The rear panel of the J3 exactly resembles that of the J7. The matte black plastic is flat and smooth. A dark gray band runs across the top of the J3 Eclipse, which helps distinguish it from older Samsung designs. The band contains the camera module and LED flash, but it also resembles a kickstand. The left side of the band has a small slit that looks like a notch for your thumbnail, but it's actually the speaker for the speakerphone. This may lead to some confusion at first.
The Galaxy J3 Eclipse is not designed to be a rugged device, nor is it water-resistant.
The rear cover can be removed and so can the battery. Each is easy to interact with. The SIM card slot is buried next to the battery, while the microSD slot is easy to access without pulling the battery.
For one of Samsung's least-expensive devices, the J3 Eclipse hardware design looks good, feels good, is good.
The J3 Eclipse relies on a smaller 5-inch LCD display with 720p HD resolution. This now pretty much the minimum for modern phones, but the experience is still decent. Everything on the screen is clear and easy to read. The phone delivers excellent brightness. I was able to use the phone inside and out without trouble, even under bright, sunny skies. Viewing angles are not the best, as the phone shows a small blue shift and brightness drop with tilted. It's a fine screen for a phone at this price point.
The Samsung Galaxy J3 Eclipse is being sold by Verizon Wireless (and several other carriers under different names). The J3 did about as well as the Galaxy J7, which we tested late last year.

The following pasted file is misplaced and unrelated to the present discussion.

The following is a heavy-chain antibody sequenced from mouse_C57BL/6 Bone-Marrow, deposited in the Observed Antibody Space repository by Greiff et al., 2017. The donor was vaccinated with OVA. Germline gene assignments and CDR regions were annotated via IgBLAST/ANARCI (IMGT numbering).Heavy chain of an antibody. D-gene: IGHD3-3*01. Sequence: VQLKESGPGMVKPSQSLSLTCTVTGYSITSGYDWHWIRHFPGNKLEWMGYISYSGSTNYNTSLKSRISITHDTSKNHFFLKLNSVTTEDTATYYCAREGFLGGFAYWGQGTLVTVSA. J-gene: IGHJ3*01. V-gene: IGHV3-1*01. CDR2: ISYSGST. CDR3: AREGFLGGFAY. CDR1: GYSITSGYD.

The J3 connected calls everywhere I took the phone, and never dropped any calls even at highway speeds. The J3 consistently delivered good web browsing speeds, app downloads, and social media performance. When used to stream Spotify or YouTube over LTE, the J3 gave me some trouble with buffering and low-quality playback. It is limited to Cat 4 LTE, so you're not going to see blistering quick data.
The J3's earpiece delivers a reasonably solid experience as far as volume is concerned. It's cleanly audible in most places when the phone is set to about 50%. Boosting it all way up ensures you'll hear convos at home, in the office, walking around the mall, or coffee shops. Quality suffers a little when the volume is maxed out, but I've heard worse. People thought I sounded good when I spoke to them through the J3.
Speakerphone volume is excellent, but quality is below average. Voices coming through the speaker are scratchy to the point of distraction.
Ringers and alerts are plenty loud. The vibrate alert is strong enough.
Samsung carried over the 2,600mAh battery found in the 2016 J3. I was generally pleased with battery life. It manages to push from breakfast to bedtime without breaking a sweat. I routinely found the phone with 25% or 30% battery remaining at bedtime.
The phone can take advantage of three power modes: normal, mid, and max. The max mode turns the handset into a 2005-era feature phone for extended battery life with basic functions.
The J3 Eclipse doesn't support wireless charging, nor rapid charging.
Bluetooth, GPS, NFC, WiFi
I didn't encounter any deal-breaker issues using the J3's other radios. The Bluetooth functionality worked well as far as the pairing and connecting process was concerned. Call quality was just okay via Bluetooth headsets, though, and music fell a little flat when pushed through headphones.
The GPS radio located me in just a few seconds, and accuracy was acceptable at about 40 feet. The J3 did all right as a real-time navigation tool, though I've seen better.
WiFi worked well. The J3 Eclipse doesn't have NFC.